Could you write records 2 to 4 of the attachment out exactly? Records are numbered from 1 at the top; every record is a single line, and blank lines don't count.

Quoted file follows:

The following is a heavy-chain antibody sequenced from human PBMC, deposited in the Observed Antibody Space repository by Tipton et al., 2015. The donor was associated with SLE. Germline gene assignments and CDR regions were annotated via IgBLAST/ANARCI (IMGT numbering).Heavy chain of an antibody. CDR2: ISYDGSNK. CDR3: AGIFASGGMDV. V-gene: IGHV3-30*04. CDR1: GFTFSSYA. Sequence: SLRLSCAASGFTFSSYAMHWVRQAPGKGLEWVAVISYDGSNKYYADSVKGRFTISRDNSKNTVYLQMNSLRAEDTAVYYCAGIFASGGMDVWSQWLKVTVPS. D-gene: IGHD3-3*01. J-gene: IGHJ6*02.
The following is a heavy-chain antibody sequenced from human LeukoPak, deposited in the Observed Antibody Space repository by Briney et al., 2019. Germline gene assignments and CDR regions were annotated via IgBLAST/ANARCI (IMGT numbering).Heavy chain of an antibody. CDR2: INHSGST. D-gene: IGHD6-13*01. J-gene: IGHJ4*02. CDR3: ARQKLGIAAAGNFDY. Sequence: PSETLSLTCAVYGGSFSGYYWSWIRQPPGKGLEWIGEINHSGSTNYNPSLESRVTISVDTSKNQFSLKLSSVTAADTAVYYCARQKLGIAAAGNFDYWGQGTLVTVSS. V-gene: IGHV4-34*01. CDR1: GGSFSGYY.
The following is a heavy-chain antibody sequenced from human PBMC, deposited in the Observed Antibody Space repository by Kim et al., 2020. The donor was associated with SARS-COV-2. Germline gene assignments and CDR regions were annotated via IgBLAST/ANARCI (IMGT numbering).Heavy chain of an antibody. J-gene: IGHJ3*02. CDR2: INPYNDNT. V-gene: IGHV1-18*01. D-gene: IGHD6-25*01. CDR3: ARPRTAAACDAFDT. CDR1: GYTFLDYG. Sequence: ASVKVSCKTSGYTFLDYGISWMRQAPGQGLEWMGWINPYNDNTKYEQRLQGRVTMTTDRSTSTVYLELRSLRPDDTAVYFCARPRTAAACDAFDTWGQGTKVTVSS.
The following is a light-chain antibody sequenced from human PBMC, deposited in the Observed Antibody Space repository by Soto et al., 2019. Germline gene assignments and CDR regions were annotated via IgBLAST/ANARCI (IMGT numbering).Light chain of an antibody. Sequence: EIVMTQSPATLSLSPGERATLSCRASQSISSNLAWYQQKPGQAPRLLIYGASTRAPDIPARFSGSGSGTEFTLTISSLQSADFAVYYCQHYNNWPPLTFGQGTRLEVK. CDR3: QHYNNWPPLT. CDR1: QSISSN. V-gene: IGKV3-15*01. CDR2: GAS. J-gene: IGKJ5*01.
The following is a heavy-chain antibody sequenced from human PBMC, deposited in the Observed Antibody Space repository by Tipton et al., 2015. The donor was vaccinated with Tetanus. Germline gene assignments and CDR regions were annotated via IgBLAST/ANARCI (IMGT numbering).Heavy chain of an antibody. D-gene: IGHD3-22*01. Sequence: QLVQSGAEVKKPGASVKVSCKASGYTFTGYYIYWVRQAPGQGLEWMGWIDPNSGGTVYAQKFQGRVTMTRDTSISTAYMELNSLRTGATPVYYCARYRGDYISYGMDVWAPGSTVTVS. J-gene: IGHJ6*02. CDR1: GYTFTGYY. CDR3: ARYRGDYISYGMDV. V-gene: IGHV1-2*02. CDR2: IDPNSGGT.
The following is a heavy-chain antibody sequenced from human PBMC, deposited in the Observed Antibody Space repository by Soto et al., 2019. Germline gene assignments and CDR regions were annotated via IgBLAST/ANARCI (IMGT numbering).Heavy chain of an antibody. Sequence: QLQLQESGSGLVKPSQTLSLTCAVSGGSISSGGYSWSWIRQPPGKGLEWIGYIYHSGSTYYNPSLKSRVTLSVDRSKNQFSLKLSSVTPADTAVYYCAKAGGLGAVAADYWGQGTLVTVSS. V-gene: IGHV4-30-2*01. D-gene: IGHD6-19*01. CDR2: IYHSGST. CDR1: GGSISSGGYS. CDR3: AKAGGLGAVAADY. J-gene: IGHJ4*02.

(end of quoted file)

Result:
The following is a heavy-chain antibody sequenced from human LeukoPak, deposited in the Observed Antibody Space repository by Briney et al., 2019. Germline gene assignments and CDR regions were annotated via IgBLAST/ANARCI (IMGT numbering).Heavy chain of an antibody. CDR2: INHSGST. D-gene: IGHD6-13*01. J-gene: IGHJ4*02. CDR3: ARQKLGIAAAGNFDY. Sequence: PSETLSLTCAVYGGSFSGYYWSWIRQPPGKGLEWIGEINHSGSTNYNPSLESRVTISVDTSKNQFSLKLSSVTAADTAVYYCARQKLGIAAAGNFDYWGQGTLVTVSS. V-gene: IGHV4-34*01. CDR1: GGSFSGYY.
The following is a heavy-chain antibody sequenced from human PBMC, deposited in the Observed Antibody Space repository by Kim et al., 2020. The donor was associated with SARS-COV-2. Germline gene assignments and CDR regions were annotated via IgBLAST/ANARCI (IMGT numbering).Heavy chain of an antibody. J-gene: IGHJ3*02. CDR2: INPYNDNT. V-gene: IGHV1-18*01. D-gene: IGHD6-25*01. CDR3: ARPRTAAACDAFDT. CDR1: GYTFLDYG. Sequence: ASVKVSCKTSGYTFLDYGISWMRQAPGQGLEWMGWINPYNDNTKYEQRLQGRVTMTTDRSTSTVYLELRSLRPDDTAVYFCARPRTAAACDAFDTWGQGTKVTVSS.
The following is a light-chain antibody sequenced from human PBMC, deposited in the Observed Antibody Space repository by Soto et al., 2019. Germline gene assignments and CDR regions were annotated via IgBLAST/ANARCI (IMGT numbering).Light chain of an antibody. Sequence: EIVMTQSPATLSLSPGERATLSCRASQSISSNLAWYQQKPGQAPRLLIYGASTRAPDIPARFSGSGSGTEFTLTISSLQSADFAVYYCQHYNNWPPLTFGQGTRLEVK. CDR3: QHYNNWPPLT. CDR1: QSISSN. V-gene: IGKV3-15*01. CDR2: GAS. J-gene: IGKJ5*01.